Nobel Perspectives: on a post COVID-19 world

In this webinar with Professor Jean Tirole, we discuss the implications of COVID-19 on topics including technology, globalization and sustainability

02 Oct 2020

As part of the UBS Nobel Perspectives program, our webinar series allows you to ask your questions directly to Nobel Laureates in Economic Sciences.

UBS Nobel Perspectives addresses the questions shaping our world, cutting through the noise, and holding the largest content library of Nobel Laureate interviews.

Jean Tirole won the Nobel prize in 2014 for his analysis of market common good and regulation. Jean Tirole’s research and regulation theories have changed how market regulation is applied to industries far and wide and broadened the scope of what competition can look like. The Nobel Laureate is also a best-selling author and distinguished professor. He joined Massimiliano Castelli, Global Head of Strategy, Global Sovereign Markets at UBS Asset Management, in a webinar on 30th September to discuss the implications of the COVID-19 pandemic on topics including technology, globalization and sustainability.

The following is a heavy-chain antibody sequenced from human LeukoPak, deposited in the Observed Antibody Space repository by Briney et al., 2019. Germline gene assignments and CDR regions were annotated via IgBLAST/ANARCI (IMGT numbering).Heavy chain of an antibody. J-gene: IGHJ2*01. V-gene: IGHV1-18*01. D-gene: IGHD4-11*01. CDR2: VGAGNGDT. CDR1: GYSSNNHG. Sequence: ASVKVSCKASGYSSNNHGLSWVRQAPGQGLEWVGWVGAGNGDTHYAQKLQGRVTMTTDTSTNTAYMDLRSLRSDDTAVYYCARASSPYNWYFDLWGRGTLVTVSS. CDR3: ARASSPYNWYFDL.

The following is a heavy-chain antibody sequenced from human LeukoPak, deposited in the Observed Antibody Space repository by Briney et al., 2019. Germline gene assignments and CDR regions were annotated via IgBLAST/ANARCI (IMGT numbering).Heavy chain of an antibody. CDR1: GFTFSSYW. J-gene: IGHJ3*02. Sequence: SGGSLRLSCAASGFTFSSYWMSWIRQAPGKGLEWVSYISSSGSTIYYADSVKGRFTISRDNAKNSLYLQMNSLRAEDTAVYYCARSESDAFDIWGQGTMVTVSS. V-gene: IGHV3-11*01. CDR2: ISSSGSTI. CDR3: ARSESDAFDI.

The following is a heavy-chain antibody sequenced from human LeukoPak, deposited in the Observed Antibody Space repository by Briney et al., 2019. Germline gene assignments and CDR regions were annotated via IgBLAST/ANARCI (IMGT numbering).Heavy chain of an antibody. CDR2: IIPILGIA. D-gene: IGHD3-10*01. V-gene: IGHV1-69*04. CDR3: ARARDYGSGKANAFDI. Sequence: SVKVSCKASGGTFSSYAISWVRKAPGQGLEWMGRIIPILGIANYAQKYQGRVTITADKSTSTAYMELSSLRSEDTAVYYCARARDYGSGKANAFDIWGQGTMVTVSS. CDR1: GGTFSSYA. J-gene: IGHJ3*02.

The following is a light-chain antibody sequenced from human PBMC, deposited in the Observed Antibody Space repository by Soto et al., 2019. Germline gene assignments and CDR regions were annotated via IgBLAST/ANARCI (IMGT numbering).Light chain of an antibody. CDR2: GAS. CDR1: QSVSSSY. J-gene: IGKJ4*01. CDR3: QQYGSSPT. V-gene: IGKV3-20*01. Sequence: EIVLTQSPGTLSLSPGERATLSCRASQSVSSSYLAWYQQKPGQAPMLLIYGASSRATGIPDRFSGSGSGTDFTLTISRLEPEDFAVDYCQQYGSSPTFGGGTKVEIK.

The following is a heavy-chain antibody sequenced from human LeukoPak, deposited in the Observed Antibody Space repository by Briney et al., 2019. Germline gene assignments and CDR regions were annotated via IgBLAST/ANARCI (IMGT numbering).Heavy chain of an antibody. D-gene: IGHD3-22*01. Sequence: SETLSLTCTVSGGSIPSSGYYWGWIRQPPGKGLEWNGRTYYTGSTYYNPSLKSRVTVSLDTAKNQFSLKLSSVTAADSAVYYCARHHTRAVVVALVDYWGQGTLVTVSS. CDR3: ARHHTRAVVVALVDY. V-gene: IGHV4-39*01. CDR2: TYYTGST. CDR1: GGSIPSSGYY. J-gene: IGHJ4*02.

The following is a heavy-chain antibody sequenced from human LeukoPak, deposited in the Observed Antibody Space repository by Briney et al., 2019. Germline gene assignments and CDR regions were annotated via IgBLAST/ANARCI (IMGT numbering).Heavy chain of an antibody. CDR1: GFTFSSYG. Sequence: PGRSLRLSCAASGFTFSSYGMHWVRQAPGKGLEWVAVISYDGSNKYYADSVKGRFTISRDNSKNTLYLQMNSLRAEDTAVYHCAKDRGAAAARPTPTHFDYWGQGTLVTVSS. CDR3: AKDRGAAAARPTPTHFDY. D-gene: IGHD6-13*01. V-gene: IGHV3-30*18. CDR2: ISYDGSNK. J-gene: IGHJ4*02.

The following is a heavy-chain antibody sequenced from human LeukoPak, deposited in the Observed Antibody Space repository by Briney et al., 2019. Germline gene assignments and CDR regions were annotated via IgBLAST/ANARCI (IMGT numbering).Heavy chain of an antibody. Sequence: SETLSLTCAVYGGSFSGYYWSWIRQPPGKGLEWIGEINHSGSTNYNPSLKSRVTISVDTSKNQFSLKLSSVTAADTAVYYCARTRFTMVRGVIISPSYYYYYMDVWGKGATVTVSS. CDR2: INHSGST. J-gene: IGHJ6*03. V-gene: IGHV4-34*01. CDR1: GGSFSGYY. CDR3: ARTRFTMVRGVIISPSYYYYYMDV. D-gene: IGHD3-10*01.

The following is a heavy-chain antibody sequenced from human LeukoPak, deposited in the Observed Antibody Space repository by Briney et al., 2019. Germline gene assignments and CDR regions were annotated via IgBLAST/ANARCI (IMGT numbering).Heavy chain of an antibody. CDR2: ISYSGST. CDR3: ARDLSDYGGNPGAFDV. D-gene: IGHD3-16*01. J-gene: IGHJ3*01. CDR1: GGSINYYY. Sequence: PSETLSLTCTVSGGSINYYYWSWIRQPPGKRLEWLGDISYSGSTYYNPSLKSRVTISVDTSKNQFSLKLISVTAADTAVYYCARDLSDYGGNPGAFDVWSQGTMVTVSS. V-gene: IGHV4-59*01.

In a time where everything is still uncertain, it's hard to know what's real and what's fake. UBS Nobel Perspectives addresses the questions shaping our world, cutting through the noise and nonsense, and holds the largest content library of Nobel Laureate interviews. Learn more and join the community to stay up to date on all the latest news and events.

Key webinar takeaways

  • Health crises will occur more and more often and we need to be more prepared for them
  • To improve the sustainability of our world, we must invest long term and the finance sector can play an important role in facilitating this process
  • To monitor global monopolistic industries, competition authorities need to coordinate globally and independently of political power
  • A trend towards deglobalization has developed during the pandemic
  • There are several benefits to globalization: consumers are not captive to domestic monopolies, have greater choice and lower prices but losers must be protected

The world in the grasp of COVID-19

To begin with, the lack of preparation was striking as there was no real plan in place. On a domestic level, we saw a lack of supplies as well as a delay in implementing contact tracing. Similarly, on an international level there was limited planning with countries failing to share information and rushing to preempt masks and a vaccine.

This health crisis is not a rare event, we will also be faced with a growing resistance to antibiotics, biological warfare and the permafrost melting, which will release unknown bacteria and viruses. We will undoubtedly see more health crises in the future, and we need to prepare for them much better next time.